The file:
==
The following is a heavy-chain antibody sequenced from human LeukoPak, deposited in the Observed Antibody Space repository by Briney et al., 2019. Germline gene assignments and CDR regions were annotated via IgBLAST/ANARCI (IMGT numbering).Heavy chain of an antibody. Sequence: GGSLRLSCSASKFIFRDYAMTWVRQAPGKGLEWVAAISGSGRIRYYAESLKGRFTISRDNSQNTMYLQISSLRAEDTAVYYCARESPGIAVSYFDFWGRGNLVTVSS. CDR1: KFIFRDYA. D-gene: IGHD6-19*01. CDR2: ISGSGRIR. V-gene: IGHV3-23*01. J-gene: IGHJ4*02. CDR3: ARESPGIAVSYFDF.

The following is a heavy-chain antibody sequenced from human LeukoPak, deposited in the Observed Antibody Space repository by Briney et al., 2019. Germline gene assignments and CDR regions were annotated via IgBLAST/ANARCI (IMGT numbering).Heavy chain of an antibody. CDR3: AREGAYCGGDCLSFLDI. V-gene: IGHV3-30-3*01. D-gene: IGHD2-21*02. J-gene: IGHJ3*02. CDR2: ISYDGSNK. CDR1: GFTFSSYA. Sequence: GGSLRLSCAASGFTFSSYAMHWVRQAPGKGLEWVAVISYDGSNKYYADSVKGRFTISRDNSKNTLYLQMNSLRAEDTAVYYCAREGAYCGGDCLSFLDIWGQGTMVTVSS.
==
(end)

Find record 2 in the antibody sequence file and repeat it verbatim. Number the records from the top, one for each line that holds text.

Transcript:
The following is a heavy-chain antibody sequenced from human LeukoPak, deposited in the Observed Antibody Space repository by Briney et al., 2019. Germline gene assignments and CDR regions were annotated via IgBLAST/ANARCI (IMGT numbering).Heavy chain of an antibody. CDR3: AREGAYCGGDCLSFLDI. V-gene: IGHV3-30-3*01. D-gene: IGHD2-21*02. J-gene: IGHJ3*02. CDR2: ISYDGSNK. CDR1: GFTFSSYA. Sequence: GGSLRLSCAASGFTFSSYAMHWVRQAPGKGLEWVAVISYDGSNKYYADSVKGRFTISRDNSKNTLYLQMNSLRAEDTAVYYCAREGAYCGGDCLSFLDIWGQGTMVTVSS.